I was watching TV the other day and a mainstream medical doctor was on one of the cable news networks.
I won’t mention the doctor’s name or the network because I’m not trying to put anyone on blast. But it reminded me of a major red flag, a fake news red flag you might say, when it comes to studies done on vitamin supplements.
This doctor made mention of a soon-to-be released, massive study which will supposedly debunk the idea that vitamin D can help prevent illnesses and will instead show that multivitamins are a scam.
First, A Basic Primer on Fake News
First of all, I am not accusing this particular doctor, or anyone else mentioned in this article, of pushing fake news.
Far from it. I’m sure this doctor fully believes what was said and I’m also sure there is some type of evidence that will make it appear to be true, whether it is or not.
We’ll discuss how that can be later in this article.
Sometimes fake news is inadvertent and sometimes fake news is unearthed in the analysis of real news.
Let’s look closer.
“Fake news” looks like any good lie.
You start with an element of truth and weave in falsehoods, personal opinions or omissions, subtle or otherwise, purposeful or otherwise, and end up with a conclusion that looks a lot like the original truth and can even be defended as truth, but in reality is false.
You see, by carrying an element of truth within it, the false conclusion carries with it a ring of truth which can gloss over any falsehoods.
And also give it just enough truth to be defended.
If you can find somebody with a relevant credential to deliver it, then voila! You have the perfect trifecta to convince almost anybody of fake news.
Now, I haven’t seen this particular study yet (this doctor hadn’t yet either) so it could turn out to be true. I’ll leave open that possibility because to truly learn and grow we cannot be chained to preconceived notions.
However, I have seen many of these studies before and they all left one important factor out of the discussion, which is what I will discuss here.
We need to look out for factors like this, rather than just swallowing conclusions whole, uncritically. Especially based on headlines or sound bites.
That factor we need to look out for is the type of multivitamin which was chosen to study.
All Vitamins Are Not Created Equal
Imagine yourself walking up and down the aisles in the store. There are more multivitamin options than ever before, right?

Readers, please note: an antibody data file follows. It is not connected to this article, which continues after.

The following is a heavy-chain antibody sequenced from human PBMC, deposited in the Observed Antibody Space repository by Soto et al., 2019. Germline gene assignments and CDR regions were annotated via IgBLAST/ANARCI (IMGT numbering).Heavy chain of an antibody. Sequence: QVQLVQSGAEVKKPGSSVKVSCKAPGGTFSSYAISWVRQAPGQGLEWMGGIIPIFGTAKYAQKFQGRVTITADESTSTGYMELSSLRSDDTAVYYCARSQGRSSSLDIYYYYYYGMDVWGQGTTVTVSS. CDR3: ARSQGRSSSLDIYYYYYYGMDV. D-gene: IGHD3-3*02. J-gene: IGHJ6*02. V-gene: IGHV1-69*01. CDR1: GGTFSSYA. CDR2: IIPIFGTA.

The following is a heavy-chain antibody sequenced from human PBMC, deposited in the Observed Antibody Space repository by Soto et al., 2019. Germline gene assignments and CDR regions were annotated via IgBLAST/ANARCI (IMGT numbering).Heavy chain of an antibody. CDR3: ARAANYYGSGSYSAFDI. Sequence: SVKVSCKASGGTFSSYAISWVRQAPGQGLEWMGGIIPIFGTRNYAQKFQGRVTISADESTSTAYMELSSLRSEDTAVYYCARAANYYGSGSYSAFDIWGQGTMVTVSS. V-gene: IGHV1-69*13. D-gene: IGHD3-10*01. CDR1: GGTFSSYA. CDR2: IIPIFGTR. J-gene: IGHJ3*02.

They range from purely organic, whole food ingredients and superfood extracts to toxic soups of man-made chemicals masquerading as bioavailable nutrients that you can get on the cheap.
Guess which ones are often selected for these types of studies?
I would imagine if one were to conduct a study of cheap, garbage multivitamins, the results would be…what you might expect.
Let’s take a look at this one, for example.
A study published in the Dec. 17, 2013 issue of the journal Annals of Internal Medicine, assigned almost 6,000 male doctors over the age of 65 to take either a commercial multivitamin (name withheld) or a placebo. The intent was to determine if the multivitamin would have any positive impact on their cognition.
Where do we begin?
First of all, I have an issue with a study that only looks at one specific population (doctors) rather than a random sampling of a much larger population. This population has too much potentially in common socially, economically, etc. for its results to be applied to a larger, more general population.
At least for my liking.
Secondly, they were all over the age of 65. That means there could have been plenty of hard living and self-abuse through poor diets, poor exercise habits and the like through the years before they got to the age of 65, rendering many basic preventative practices like multivitamins fairly useless.
Let’s be honest. If someone has been doing a number to their health all the way to at least 65, it’s likely going to take a heck of a lot more than a conventional multivitamin to make a measurable difference in any aspect of one’s health anyway.
And what about those in the study who may have taken pristine care of their health, employing the best preventative measures, leading up to that time? What impact might a basic multivitamin have on them, if they were already in very good condition?
Chances are not too much.
Personally, I would have preferred to see a study that tracked younger people who took multivitamins for preventative purposes, then checking to see how things turned out for them when they BECAME 65 years old. Not starting after they were 65 years old.
That would be a much better test of basic prevention, which is the claim of many multivitamin manufacturers anyway.
But, it was not my study and I did not fund it, so I get no say in it!
But lastly, and most importantly, let’s look at the source of it all, as mentioned in the beginning of this article – the multivitamin chosen to study.
In this case, it happens to be of the more mass-produced, commercial variety.
First of all, most commercial multivitamins, and even many specialty multivitamins, only provide enough of each vitamin or mineral contained to supplement one’s diet, effectively to ensure a lack of deficiency. Rarely are any of them formulated with a dosage useful for specific treatment or therapeutic purposes.
Again, that is not what multivitamins typically set out to do.
Nor could or should they, as therapeutic doses should be managed carefully by a licensed health care practitioner and would not be appropriate for a large audience across a general population.
Secondly, many commercial multivitamins contain a very similar ingredient.
And that ingredient is (in my opinion of course)…
No, not literal garbage, mind you, although you might find it to be so.
Here is a list of some of the health-boosting (sarcasm) ingredients in the particular multivitamin they chose to study:
- Blue 2 Lake
- Red 40 Lake
- Yellow 6 Lake
- Hydrogenated Palm Oil
- Modified Corn Starch